Paula Chin in COVID-19 on May 3, 2021
The co-op board at Concourse Village was at wits’ end. The sprawling prewar Mitchell-Lama complex was plagued by problems on every front, from badly needed facade repairs to an aging plumbing system to significant shareholder arrears. “We had been trying to build up our finances, but with our prior management companies it seemed we were just hemorrhaging money,” says Rosetta Kirkland, the co-op’s president. “We had to find someone new.”
Having prospective management companies tramping through the site amid the pandemic’s early days, however, was the last thing anyone wanted. It didn’t take long for the 13-member board, which had started holding virtual monthly meetings in March 2020, to come up with a solution: preparing a PowerPoint presentation detailing the co-op’s needs and showing it to all the management company candidates in one fell swoop at a Zoom meeting.
Easier said than done, as it turned out. The process involved lots of brainstorming sessions, many of which involved group walkthroughs of the nearly four-acre, 1,872-unit property, which consists of six 25-story towers perched on a platform over the former New York Central rail yards. The board turned to one of its new members, a photography buff named Dennis Boyd, to take hundreds of pictures that would vividly illustrate the condition of the physical plant, from the bowels of the boiler rooms to the parking lots to the rooftops.
“The presentation took months,” says Karen Reede, the recording secretary. The board was given a list of management companies that work with Mitchell-Lama developments. “We narrowed it down to the six that best met our requirements,” Reede says. These six were then invited to join the Zoom session.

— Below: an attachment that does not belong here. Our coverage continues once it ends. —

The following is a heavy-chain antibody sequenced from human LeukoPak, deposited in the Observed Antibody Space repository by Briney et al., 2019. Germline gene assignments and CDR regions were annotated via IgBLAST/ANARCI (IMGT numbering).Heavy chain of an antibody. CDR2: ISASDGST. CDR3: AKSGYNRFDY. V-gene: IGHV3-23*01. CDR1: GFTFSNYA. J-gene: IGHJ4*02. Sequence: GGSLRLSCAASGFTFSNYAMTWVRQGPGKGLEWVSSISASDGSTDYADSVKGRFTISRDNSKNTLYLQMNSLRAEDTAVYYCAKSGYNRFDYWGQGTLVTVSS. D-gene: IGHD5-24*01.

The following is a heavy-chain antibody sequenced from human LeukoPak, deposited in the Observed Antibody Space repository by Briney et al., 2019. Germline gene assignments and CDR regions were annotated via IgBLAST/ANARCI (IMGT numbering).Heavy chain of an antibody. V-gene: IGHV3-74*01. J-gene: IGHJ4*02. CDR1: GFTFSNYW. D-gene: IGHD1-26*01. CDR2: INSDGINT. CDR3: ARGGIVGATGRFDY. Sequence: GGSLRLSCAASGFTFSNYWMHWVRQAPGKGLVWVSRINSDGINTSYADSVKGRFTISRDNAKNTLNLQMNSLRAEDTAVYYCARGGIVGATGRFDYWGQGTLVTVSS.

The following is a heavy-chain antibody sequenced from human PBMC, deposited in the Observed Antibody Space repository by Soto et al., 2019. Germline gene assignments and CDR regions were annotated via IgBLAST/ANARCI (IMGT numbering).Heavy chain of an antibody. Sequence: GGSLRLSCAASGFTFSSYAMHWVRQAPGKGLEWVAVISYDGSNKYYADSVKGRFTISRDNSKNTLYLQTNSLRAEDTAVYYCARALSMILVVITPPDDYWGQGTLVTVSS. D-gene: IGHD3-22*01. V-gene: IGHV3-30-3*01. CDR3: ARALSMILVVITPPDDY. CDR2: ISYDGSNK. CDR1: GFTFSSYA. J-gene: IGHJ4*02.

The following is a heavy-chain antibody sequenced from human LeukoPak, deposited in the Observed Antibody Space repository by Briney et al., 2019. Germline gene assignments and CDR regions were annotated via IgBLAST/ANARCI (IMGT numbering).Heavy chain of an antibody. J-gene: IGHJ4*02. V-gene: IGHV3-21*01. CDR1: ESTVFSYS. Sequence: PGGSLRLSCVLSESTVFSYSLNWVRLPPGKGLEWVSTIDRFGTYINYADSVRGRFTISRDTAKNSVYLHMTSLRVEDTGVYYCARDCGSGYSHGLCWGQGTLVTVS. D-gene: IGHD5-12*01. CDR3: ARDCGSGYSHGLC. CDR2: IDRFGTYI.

The August 2020 meeting went off without a hitch. A 74-slide presentation was followed by a question-and-answer session. “This allowed bidders to hear the same information and gave everyone an equal footing,” says Michael T. Reilly, an attorney at Norris McLaughin who represents the co-op. “More important, it allowed them to comprehend the magnitude of the complex and grounds. From an efficiency standpoint, it just made sense.”
The attendees were given three weeks to submit their bids. Meanwhile, the board was doing its due diligence, researching the bidders, checking references, even making socially distanced visits to other properties managed by them.
After winnowing the field to three finalists, the board conducted in-person interviews and ended up hiring Bronx-based Prestige Management, which came on board in January 2021. “They had the most experience with the issues we are facing, which we explained to our shareholders,” Kirkland says. “We told them we’re confident that they know exactly what our community needs, but as they’re just starting out, we also asked people to be patient.”
Indeed, communication is a priority at Concourse Village. “We send out forms to our shareholders so they can submit questions, and then we disseminate the information back to residents,” says Vivian Lynette, a board member. “We have monitors in the lobbies where we put up information and robocalls that alert people when the water is going to be shut off or any other issue. When they know what’s going on, our community is happier.”
Compassion is high on the list as well. “We’ve told our shareholders to come and talk to management if they can’t pay their maintenance, because we’re fully aware that people have lost jobs due to COVID-19,” Lynette adds. “We even curtailed our late fees and passed out food.”
As for the long list of capital projects that lie ahead – including balcony repairs, installing backflow preventers and elevator modernization – the board is planning to start some of those later this year. “There are always going to be challenges,” Kirkland says, “but having new management is a huge step forward.”
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